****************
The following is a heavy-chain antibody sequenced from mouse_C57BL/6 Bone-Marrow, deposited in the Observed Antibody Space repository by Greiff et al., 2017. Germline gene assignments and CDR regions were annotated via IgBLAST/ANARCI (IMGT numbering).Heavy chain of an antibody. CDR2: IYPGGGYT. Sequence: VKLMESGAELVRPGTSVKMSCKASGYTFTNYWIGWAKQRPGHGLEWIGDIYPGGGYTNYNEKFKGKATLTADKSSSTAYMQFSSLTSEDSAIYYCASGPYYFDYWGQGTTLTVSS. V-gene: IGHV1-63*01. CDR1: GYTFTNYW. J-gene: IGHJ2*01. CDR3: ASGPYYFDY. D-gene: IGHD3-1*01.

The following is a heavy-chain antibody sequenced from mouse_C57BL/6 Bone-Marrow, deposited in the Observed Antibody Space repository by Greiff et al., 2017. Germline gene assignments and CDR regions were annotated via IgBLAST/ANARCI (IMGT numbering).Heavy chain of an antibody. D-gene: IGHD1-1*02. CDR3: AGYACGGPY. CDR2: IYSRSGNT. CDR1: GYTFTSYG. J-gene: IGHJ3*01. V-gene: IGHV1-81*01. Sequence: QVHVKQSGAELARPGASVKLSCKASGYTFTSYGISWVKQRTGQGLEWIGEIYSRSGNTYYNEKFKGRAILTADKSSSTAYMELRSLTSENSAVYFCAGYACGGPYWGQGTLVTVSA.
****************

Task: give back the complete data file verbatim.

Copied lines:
The following is a heavy-chain antibody sequenced from mouse_C57BL/6 Bone-Marrow, deposited in the Observed Antibody Space repository by Greiff et al., 2017. Germline gene assignments and CDR regions were annotated via IgBLAST/ANARCI (IMGT numbering).Heavy chain of an antibody. CDR2: IYPGGGYT. Sequence: VKLMESGAELVRPGTSVKMSCKASGYTFTNYWIGWAKQRPGHGLEWIGDIYPGGGYTNYNEKFKGKATLTADKSSSTAYMQFSSLTSEDSAIYYCASGPYYFDYWGQGTTLTVSS. V-gene: IGHV1-63*01. CDR1: GYTFTNYW. J-gene: IGHJ2*01. CDR3: ASGPYYFDY. D-gene: IGHD3-1*01.

The following is a heavy-chain antibody sequenced from mouse_C57BL/6 Bone-Marrow, deposited in the Observed Antibody Space repository by Greiff et al., 2017. Germline gene assignments and CDR regions were annotated via IgBLAST/ANARCI (IMGT numbering).Heavy chain of an antibody. D-gene: IGHD1-1*02. CDR3: AGYACGGPY. CDR2: IYSRSGNT. CDR1: GYTFTSYG. J-gene: IGHJ3*01. V-gene: IGHV1-81*01. Sequence: QVHVKQSGAELARPGASVKLSCKASGYTFTSYGISWVKQRTGQGLEWIGEIYSRSGNTYYNEKFKGRAILTADKSSSTAYMELRSLTSENSAVYFCAGYACGGPYWGQGTLVTVSA.